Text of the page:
With no children, the custom of the day would be for the primary household servant to gain the estate as his own, in this case a guy named Eleazer. Here is an example where the original language in Hebrew throws in a play on words that has a ring of humor to it. The words for “household servant” and “son-heir” sound much alike and rhyme. It would be like saying, “this hired dude I’m paying now is going to be the retired dude who is paid ALL my stuff when I’m gone.”
But God said that this would not be so, rather it would be someone of his own posterity. Man, if it took extra faith 11 years earlier, it took 11 more years of faith to believe it now. But Abraham in verse six did believe, and it was put to his credit as righteousness — the “stuff” that is needed to be eternally in right relationship with God.
But Abram still heard no babies crying. He was wandering around with his sheep as a nomad, living in tents, with God telling him that he was going to inherit all of the land around him. So you can understand why, even while believing, Abraham would request an affirmation of his faith.
8 But Abram said, “Sovereign Lord, how can I know that I will gain possession of it?”
9 So the Lord said to him, “Bring me a heifer, a goat and a ram, each three years old, along with a dove and a young pigeon.”
10 Abram brought all these to him, cut them in two and arranged the halves opposite each other; the birds, however, he did not cut in half. 11 Then birds of prey came down on the carcasses, but Abram drove them away.
12 As the sun was setting, Abram fell into a deep sleep, and a thick and dreadful darkness came over him. 13 Then the Lord said to him, “Know for certain that for four hundred years your descendants will be strangers in a country not their own and that they will be enslaved and mistreated there. 14 But I will punish the nation they serve as slaves, and afterward they will come out with great possessions. 15 You, however, will go to your ancestors in peace and be buried at a good old age. 16 In the fourth generation your descendants will come back here, for the sin of the Amorites has not yet reached its full measure.”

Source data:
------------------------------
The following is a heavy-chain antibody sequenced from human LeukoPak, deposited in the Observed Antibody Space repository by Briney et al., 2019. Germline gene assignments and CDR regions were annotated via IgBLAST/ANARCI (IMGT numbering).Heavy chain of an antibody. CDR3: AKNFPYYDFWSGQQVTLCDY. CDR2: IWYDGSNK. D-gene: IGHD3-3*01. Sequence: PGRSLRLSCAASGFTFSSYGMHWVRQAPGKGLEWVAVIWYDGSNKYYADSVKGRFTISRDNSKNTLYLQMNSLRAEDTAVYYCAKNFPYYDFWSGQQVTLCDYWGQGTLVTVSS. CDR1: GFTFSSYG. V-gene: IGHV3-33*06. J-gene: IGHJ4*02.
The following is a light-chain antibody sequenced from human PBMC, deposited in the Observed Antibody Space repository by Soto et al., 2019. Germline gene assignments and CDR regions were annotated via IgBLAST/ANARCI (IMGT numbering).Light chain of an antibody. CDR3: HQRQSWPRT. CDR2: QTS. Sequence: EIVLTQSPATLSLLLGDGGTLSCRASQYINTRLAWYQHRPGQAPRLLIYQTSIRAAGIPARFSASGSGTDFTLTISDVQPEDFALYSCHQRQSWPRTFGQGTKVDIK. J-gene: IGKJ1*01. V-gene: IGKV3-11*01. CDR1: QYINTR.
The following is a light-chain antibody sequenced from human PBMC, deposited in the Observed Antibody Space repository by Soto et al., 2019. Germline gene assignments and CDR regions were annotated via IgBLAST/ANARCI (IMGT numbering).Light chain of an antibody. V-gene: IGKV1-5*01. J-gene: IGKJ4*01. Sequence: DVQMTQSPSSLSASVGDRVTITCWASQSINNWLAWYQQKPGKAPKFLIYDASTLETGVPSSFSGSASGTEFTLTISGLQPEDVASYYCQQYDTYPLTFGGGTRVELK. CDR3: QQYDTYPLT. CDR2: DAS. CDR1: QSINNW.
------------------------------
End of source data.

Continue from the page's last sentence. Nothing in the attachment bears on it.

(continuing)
17 When the sun had set and darkness had fallen, a smoking firepot with a blazing torch appeared and passed between the pieces. 18 On that day the Lord made a covenant with Abram and said, “To your descendants I give this land, from the Wadi of Egypt to the great river, the Euphrates— 19 the land of the Kenites, Kenizzites, Kadmonites, 20 Hittites, Perizzites, Rephaites, 21 Amorites, Canaanites, Girgashites and Jebusites.”
The act of cutting sacrifices into pieces and halving them was a means of verifying a covenant. Those making the promise would walk between the pieces of the carcasses, symbolizing that if they broke the covenant, they would end up like the chopped-up beasts. They were essentially saying that they were staking their lives, their everything, to the oath being made. And the torch of fire passing through was God giving his word to Abram.
The other details had to have been a mixed bag of blessing for Abram. Great things were going to happen, but he himself was not going to life to see most of it. God’s plans would not find fulfillment for generations … for centuries. And in terms of the universal promises that Christ would fulfill, it would be millennia; and honestly, that continues to today in the ongoing building of the church and Christ’s kingdom.
Yes, the life of faith has a lot of waiting. And the fact is that not everything about God’s promise to any of his people is ever fulfilled fully on this earth. God’s plans and God’s program are so much bigger, and to be a part of it at all is a greatest of blessings for us.
And the way that we are a part of it is by grace through faith. It was true for Abraham, for Moses, for David, for Peter and Paul, and for all of us today. Our faith is in the merit of a reality beyond this world, but by believing and trusting in it, that merit is applied to our spiritual account.